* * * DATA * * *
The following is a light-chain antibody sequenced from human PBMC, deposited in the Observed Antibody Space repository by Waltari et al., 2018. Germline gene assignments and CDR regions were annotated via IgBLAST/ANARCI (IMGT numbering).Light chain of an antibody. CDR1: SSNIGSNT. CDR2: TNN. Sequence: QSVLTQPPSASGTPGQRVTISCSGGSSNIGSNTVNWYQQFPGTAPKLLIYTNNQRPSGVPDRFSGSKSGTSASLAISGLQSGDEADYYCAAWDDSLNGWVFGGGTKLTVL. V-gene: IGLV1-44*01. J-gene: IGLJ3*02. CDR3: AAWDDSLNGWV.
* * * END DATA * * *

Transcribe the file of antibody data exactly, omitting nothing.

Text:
The following is a light-chain antibody sequenced from human PBMC, deposited in the Observed Antibody Space repository by Waltari et al., 2018. Germline gene assignments and CDR regions were annotated via IgBLAST/ANARCI (IMGT numbering).Light chain of an antibody. CDR1: SSNIGSNT. CDR2: TNN. Sequence: QSVLTQPPSASGTPGQRVTISCSGGSSNIGSNTVNWYQQFPGTAPKLLIYTNNQRPSGVPDRFSGSKSGTSASLAISGLQSGDEADYYCAAWDDSLNGWVFGGGTKLTVL. V-gene: IGLV1-44*01. J-gene: IGLJ3*02. CDR3: AAWDDSLNGWV.